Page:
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Ronald Leslie Bailey QSO (15 December 1926 – 16 April 2015) was a New Zealand politician of the Labour Party.


Ron Bailey

Ron Bailey.jpg
21st Minister of Railways
In office
10 September 1974 – 12 December 1975
Prime MinisterBill Rowling
Preceded byTom McGuigan
Succeeded byColin McLachlan
Personal details
Born15 December 1926
Napier, New Zealand
Died16 April 2015(2015-04-16) (aged 88)
Auckland, New Zealand
Political partyLabour

Early lifeEdit

Bailey was born in Napier in 1926. He grew up in various public works camps and attended four different primary schools in the central North Island. He received his secondary education at Wairoa District High School (now Wairoa College) and Gisborne High School. His first jobs were as a clerk and a carpenter. He became a union organiser in 1956.[1]

Political careerEdit

New Zealand Parliament
Years Term Electorate Party
1960–1963 33rd Heretaunga Labour
1963–1966 34th Heretaunga Labour
1966–1969 35th Heretaunga Labour
1969–1972 36th Heretaunga Labour
1972–1975 37th Heretaunga Labour
1975–1978 38th Heretaunga Labour
1978–1981 39th Heretaunga Labour
 
Plaque from his period as Minister of Railways at Hamilton Railway Station, Waikato

When Phil Holloway retired from the Heretaunga electorate,[1] Bailey won the Labour Party nomination and the subsequent election.[2] He served seven terms and retired in 1981, when he was succeeded by Bill Jeffries.[3]

Bailey was Labour's junior whip from 1966 to 1972.[4] He was Chairman of Committees from 16 February 1973 until 10 September 1974.[5]

He was the Minister of Railways[6] in the Third Labour Government and Minister of Electricity from 10 September 1974 to 12 December 1975, when National came to power.[7]

In 1977, Bailey was awarded the Queen Elizabeth II Silver Jubilee Medal.[8]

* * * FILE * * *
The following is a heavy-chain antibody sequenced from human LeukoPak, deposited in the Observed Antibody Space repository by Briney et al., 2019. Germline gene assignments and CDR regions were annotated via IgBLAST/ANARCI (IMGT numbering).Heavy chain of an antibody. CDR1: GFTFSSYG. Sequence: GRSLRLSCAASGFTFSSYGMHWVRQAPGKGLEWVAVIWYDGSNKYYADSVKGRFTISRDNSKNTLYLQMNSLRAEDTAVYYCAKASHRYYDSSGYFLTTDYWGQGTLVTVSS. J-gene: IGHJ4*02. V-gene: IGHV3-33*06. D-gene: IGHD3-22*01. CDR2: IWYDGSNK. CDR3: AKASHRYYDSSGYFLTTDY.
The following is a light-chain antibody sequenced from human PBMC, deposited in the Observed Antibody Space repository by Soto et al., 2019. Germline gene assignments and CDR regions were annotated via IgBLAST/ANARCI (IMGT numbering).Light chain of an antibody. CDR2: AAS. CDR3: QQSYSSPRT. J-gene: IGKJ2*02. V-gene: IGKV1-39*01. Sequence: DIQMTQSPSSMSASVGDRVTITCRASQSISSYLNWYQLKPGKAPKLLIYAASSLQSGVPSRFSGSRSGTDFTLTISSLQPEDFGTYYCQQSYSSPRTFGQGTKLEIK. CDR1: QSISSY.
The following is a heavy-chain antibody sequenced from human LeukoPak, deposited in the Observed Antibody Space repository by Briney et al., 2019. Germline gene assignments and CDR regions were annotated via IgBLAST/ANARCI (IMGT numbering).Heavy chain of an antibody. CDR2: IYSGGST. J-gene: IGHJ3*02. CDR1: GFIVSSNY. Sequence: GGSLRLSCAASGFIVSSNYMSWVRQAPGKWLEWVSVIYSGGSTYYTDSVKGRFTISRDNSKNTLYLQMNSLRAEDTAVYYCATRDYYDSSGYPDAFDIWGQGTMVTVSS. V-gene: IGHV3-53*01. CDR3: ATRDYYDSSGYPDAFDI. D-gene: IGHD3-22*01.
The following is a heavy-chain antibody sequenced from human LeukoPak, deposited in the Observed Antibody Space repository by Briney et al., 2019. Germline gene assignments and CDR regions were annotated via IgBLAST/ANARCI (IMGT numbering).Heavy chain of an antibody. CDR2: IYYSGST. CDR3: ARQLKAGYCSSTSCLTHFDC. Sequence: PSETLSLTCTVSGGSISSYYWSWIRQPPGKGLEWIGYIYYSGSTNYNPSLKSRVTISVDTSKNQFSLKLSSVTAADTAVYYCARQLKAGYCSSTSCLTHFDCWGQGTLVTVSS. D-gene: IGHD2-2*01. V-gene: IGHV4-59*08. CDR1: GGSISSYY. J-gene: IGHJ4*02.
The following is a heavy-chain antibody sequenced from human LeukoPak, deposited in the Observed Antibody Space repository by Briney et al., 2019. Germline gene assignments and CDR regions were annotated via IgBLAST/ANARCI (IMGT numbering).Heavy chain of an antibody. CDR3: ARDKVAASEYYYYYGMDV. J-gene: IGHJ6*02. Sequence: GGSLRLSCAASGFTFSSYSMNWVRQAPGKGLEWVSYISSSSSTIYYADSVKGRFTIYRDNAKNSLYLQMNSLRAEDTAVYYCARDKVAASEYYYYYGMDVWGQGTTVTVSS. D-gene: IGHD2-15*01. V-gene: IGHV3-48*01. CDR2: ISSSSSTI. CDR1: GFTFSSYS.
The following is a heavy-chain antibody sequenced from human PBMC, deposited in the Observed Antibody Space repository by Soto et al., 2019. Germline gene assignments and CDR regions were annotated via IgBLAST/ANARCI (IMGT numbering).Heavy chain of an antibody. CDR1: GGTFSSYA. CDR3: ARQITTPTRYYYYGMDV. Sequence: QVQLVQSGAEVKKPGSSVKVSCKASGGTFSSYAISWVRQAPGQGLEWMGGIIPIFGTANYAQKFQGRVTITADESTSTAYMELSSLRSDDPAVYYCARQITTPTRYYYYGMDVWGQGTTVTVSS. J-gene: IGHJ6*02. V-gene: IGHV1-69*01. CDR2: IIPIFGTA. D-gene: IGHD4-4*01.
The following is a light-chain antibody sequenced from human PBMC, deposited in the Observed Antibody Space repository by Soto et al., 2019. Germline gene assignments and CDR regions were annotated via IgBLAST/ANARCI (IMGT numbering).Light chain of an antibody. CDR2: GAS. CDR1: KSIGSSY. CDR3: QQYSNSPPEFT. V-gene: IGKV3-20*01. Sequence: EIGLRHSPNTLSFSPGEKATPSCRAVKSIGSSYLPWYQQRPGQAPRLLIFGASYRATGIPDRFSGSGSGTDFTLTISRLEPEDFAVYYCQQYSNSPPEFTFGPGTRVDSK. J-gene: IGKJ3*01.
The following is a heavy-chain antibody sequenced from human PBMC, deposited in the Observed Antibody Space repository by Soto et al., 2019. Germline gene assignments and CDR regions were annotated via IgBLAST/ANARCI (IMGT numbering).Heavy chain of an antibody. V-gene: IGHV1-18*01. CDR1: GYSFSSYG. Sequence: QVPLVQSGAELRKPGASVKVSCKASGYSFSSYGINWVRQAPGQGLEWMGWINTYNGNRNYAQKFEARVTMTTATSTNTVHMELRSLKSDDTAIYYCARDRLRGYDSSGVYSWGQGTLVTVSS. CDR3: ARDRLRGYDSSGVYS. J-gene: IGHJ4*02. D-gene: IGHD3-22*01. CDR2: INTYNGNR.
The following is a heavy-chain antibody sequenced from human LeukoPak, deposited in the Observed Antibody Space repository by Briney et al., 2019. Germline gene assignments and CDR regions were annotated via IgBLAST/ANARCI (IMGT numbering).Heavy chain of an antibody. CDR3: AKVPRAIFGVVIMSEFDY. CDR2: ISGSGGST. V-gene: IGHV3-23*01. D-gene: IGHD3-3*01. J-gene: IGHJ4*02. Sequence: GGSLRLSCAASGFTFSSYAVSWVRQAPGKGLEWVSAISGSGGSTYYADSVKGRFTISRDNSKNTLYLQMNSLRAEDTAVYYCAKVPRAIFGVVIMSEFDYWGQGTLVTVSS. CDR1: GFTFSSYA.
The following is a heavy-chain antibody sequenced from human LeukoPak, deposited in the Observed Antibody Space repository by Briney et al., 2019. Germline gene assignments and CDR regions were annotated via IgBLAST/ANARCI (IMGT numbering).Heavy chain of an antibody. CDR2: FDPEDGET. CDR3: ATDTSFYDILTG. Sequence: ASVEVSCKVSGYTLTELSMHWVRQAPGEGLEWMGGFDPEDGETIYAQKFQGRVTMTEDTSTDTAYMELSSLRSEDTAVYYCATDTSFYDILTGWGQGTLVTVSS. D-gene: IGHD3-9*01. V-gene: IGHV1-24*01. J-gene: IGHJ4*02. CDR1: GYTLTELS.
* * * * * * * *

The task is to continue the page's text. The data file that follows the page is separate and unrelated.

Bailey was not a member of the Fourth Labour Government, but was the convenor of the Backbone Club formed to support Roger Douglas against Jim Anderton.[9]

After politicsEdit

Bailey struggled to find permanent work when he left parliament. He worked as a real estate agent for a while but found it hard to persuade people to take on high debt. For a while, he and his wife manufactured artisan chocolate at their home. He then became a review officer for the Accident Compensation Corporation (ACC) and went to retirement when he was 66.[1] In the 1987 Queen's Birthday Honours, Bailey appointed a Companion of the Queen's Service Order for public services,[10] and in 1990 he was awarded the New Zealand 1990 Commemoration Medal.[8]

Private lifeEdit

Bailey was married to Shirley for 29 years, when she died. They had one daughter and one son. His second wife was Barbara; she was the electorate secretary for Roger Douglas. They first met during the election campaign for the Mangere by-election in 1977.[1] They later moved to Auckland and he died there on 16 April 2015, survived by his second wife.[11]

Notes and referencesEdit

NotesEdit

  1. ^ a b c d Fitzsimons, Tom (9 June 2015). "Veteran Labour MP Ron Bailey became vocal Rogernomics supporter". The Dominion Post. Retrieved 17 June 2015.
  2. ^ Wilson 1985, p. 181.
  3. ^ Wilson 1985, pp. 181, 208.
  4. ^ Wilson 1985, p. 281.
  5. ^ Wilson 1985, p. 252.
  6. ^ Leitch & Stott 1988, p. Appendix two – Ministers of Railways 1895–1988.
  7. ^ Wilson 1985, pp. 93–94.
  8. ^ a b Taylor, Alister; Coddington, Deborah (1994). Honoured by the Queen – New Zealand. Auckland: New Zealand Who's Who Aotearoa. p. 53. ISBN 0-908578-34-2.
  9. ^ Bassett, Michael (2008). Working with David: Inside the Lange Cabinet. Auckland: Hodder Moa. p. 586 (Note 2). ISBN 978-1-86971-094-1.
  10. ^ "No. 50950". The London Gazette (Supplement). 13 June 1987. p. 33.
  11. ^ "Ronald Bailey obituary". New Zealand Herald. 20 April 2015. Retrieved 20 April 2015.

ReferencesEdit

  • Stott, Bob; Leitch, David (1988). New Zealand Railways: The First 125 Years. Auckland: Heinemann Reed. ISBN 0-7900-0000-8.
  • Wilson, James Oakley (1985) [First ed. published 1913]. New Zealand Parliamentary Record, 1840–1984 (4th ed.). Wellington: V.R. Ward, Govt. Printer. OCLC 154283103.
Political offices
Preceded by
Richard Harrison
Chairman of Committees of the House of Representatives
1973–1974
Succeeded by
Jonathan Hunt
Preceded by
Tom McGuigan
Minister of Railways
1974–1975
Succeeded by
Colin McLachlan
New Zealand Parliament
Preceded by
Phil Holloway
Member of Parliament for Heretaunga
1960–1981
Succeeded by
Bill Jeffries